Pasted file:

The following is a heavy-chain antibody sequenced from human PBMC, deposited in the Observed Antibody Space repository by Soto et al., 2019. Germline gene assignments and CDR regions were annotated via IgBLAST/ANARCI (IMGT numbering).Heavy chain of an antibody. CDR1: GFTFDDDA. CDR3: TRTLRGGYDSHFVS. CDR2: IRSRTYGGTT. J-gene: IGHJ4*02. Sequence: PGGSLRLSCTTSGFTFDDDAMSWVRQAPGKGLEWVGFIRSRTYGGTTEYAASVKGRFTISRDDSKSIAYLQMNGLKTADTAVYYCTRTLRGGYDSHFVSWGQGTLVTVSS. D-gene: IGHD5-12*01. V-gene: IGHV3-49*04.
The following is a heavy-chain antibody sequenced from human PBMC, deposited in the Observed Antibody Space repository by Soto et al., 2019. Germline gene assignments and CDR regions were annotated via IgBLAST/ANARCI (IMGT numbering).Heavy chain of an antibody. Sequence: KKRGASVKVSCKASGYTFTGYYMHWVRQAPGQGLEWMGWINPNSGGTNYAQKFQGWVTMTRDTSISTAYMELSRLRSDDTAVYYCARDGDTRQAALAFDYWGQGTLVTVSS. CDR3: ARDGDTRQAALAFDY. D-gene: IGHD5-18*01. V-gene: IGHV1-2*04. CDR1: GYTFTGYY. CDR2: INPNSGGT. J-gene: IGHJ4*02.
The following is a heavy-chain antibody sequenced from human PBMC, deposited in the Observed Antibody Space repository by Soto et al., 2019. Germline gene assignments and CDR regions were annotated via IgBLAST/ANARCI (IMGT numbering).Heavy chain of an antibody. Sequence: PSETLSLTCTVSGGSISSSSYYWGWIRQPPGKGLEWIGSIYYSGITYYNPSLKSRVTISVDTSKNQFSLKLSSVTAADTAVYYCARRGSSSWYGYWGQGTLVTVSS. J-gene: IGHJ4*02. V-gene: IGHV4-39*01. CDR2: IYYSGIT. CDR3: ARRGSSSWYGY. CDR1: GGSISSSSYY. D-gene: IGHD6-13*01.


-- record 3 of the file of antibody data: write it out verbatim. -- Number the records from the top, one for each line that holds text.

The following is a heavy-chain antibody sequenced from human PBMC, deposited in the Observed Antibody Space repository by Soto et al., 2019. Germline gene assignments and CDR regions were annotated via IgBLAST/ANARCI (IMGT numbering).Heavy chain of an antibody. Sequence: PSETLSLTCTVSGGSISSSSYYWGWIRQPPGKGLEWIGSIYYSGITYYNPSLKSRVTISVDTSKNQFSLKLSSVTAADTAVYYCARRGSSSWYGYWGQGTLVTVSS. J-gene: IGHJ4*02. V-gene: IGHV4-39*01. CDR2: IYYSGIT. CDR3: ARRGSSSWYGY. CDR1: GGSISSSSYY. D-gene: IGHD6-13*01.